Welcome to Elizabeth Olsen Source: your best source for all things related to Elizabeth Olsen. Elizabeth's breakthrough came in 2011 when she starred in critically-acclaimed movies Martha Marcy May Marlene and Silent House. She made her name in indie movies until her role in 2014 blockbuster Godzilla and then as Scarlet Witch/Wanda Maximoff in Marvel's Avengersand Captain America movies. Elizabeth starred in and was an Executive Producer for Facebook Watch's "Sorry For Your Loss". She is currently starring in WandaVision, the first Marvel TV Series on Disney+. She will also be in Marvel's Dr. Strange sequel and hopefully we'll see another indie movie from her! Enjoy the many photos(including lots of exclusives!), articles, and videos on our site!
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Press: A Thorough Breakdown of All the Marvel Easter Eggs on WandaVision

POPSUGAR: WandaVision has finally arrived, and it’s chock-full of hidden goodies for Marvel fans to devour! While the series is built upon a mystery that we’ll be spending a reported nine episodes trying to figure out, the smallest details in each episode provide clues on where the show is heading. From supermarket banners to foreboding commercials, viewers have an abundance of references and callbacks to classic comic lore and pivotal MCU moments. Are they setting the stage for a big reveal at the end, or are they just fun details included for fans to enjoy? While we try to figure it all out, scroll through to see what we’ve gathered! And check back every week for an episode-by-episode breakdown as WandaVision progresses.


WandaVision Episode 5 Easter Eggs

  • Wanda and Vision’s brand new house, suitable for a family of four, is reminiscent of homes in ’80s sitcoms such as Full House and Growing Pains.
  • When Agnes comes in to offer her babysitting help, she refers to herself as “Auntie Agnes,” which is eerily close to her comic counterpart’s nickname, Auntie Agatha.
  • An uncomfortable break in conversation leads Agnes to ask Wanda if she wants her to “take it from the top.” Though Wanda appears confused for a moment, she readily smoothes the conversation and carries on. Vision is visibly perturbed, though Wanda attempts to redirect his attention. It seems like the facade is fading all around.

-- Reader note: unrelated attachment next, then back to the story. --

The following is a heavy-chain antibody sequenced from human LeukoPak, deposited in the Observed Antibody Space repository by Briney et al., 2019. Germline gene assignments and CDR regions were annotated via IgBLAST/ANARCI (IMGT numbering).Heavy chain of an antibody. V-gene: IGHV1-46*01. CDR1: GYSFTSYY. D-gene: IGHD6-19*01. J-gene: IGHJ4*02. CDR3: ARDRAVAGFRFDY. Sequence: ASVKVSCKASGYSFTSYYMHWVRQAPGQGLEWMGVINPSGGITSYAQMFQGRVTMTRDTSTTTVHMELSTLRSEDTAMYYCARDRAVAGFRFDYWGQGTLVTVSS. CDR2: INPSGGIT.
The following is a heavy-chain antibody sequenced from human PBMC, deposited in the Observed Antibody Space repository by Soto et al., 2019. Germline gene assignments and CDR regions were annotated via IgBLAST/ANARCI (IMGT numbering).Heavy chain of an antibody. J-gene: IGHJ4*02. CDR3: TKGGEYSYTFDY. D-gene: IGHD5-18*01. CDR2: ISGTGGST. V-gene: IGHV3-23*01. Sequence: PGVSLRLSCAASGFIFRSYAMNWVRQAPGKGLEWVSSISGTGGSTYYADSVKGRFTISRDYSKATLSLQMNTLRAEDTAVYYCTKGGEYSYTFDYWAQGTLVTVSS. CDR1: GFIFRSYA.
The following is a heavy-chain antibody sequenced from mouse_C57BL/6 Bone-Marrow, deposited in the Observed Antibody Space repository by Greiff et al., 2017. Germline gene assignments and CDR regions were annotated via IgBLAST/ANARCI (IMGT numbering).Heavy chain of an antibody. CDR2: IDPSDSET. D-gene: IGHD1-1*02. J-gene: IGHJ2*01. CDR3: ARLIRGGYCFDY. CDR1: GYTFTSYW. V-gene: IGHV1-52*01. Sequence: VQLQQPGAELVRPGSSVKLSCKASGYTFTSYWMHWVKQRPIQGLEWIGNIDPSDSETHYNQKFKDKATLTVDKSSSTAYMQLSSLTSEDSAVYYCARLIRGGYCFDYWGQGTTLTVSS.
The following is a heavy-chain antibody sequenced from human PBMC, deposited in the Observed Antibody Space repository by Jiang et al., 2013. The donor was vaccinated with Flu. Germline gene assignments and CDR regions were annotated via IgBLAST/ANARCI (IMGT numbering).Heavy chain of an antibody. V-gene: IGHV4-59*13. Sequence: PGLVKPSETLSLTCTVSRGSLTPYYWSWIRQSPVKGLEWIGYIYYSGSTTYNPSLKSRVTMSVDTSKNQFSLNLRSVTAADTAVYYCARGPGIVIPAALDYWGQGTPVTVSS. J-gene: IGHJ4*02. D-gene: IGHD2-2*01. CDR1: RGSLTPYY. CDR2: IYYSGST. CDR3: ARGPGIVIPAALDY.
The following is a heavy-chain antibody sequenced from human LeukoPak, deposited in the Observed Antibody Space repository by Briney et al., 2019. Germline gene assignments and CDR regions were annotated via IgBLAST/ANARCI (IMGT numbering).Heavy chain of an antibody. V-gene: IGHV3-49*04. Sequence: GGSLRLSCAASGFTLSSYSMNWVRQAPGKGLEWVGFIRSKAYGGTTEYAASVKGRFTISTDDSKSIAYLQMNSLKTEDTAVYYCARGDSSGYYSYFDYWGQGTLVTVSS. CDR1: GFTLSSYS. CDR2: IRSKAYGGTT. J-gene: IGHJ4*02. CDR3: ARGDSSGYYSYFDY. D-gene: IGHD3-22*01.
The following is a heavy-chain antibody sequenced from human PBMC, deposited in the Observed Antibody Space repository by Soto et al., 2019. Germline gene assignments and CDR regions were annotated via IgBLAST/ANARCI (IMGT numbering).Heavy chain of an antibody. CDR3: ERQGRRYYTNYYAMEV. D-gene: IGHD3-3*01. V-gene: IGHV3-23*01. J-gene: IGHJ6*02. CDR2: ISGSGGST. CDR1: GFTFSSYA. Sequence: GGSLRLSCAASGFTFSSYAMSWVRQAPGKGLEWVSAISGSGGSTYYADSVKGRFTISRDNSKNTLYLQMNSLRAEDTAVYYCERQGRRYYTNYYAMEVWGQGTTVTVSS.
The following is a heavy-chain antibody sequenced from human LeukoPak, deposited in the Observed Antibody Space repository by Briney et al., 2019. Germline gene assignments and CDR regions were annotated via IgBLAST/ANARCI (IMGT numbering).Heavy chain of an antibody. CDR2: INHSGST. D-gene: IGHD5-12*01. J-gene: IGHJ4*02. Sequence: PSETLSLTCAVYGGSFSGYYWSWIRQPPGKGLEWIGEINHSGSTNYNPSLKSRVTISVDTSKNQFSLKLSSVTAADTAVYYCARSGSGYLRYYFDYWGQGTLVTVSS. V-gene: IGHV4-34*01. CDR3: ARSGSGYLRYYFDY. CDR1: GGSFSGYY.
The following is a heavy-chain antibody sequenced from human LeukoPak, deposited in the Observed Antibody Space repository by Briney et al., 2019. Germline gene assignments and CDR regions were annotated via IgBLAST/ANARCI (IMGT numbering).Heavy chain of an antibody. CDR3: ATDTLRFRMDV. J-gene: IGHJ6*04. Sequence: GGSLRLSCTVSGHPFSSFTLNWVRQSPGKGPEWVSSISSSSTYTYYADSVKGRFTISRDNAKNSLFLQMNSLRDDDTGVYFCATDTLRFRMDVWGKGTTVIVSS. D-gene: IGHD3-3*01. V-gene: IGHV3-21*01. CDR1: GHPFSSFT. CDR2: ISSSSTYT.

• To the surprise of their parents, Tommy and Billy age up five years while the two argue over Agnes’s break in character.
  • This episode’s opening sequence shows Wanda and Vision growing up, which we know didn’t happen in real life for the synthezoid. The theme song sounds very similar to those from Family Ties and Growing Pains, and consists of lyrics noting that “we’re just making it up as we go along.” Sounds pretty close to how things are going with Wanda and Vision!
  • When Wanda’s scans come back, they’re inconclusive and show up blank. Considering Monica gains her powers due to bombardment by extradimensional energies in the comics, it’s entirely possible that the blast from Wanda back in episode three, coupled with passing through the forcefield around Westview twice, have given her those abilities. We could be seeing the rise of Photon!
  • While Jimmy Woo is explaining Wanda’s backstory to the agents of S.W.O.R.D., Director Hayward asks if she’s ever used a “funny nickname” like the other Avengers. She hasn’t, in fact, she’s never been referred to as Scarlet Witch in the MCU ever. Since her powers are different from her comic book counterpart, there’s never been a reason for anyone to call her a witch.
  • That never-before-seen post credits scene from Infinity War has officially made its debut. Director Hayward reveals footage of Wanda entering S.W.O.R.D. headquarters to steal Vision’s disassembled body. The video harks back to a moment in the comics where Vision was kidnapped and taken apart — but still very much alive. Much like that Vision, the one in Westview has his memory wiped and doesn’t remember anything before he woke up in his new world. So, the question is whether Vision is actually alive or not. Wanda’s hallucination from episode four might suggest he’s a walking corpse, but there’s more to the story.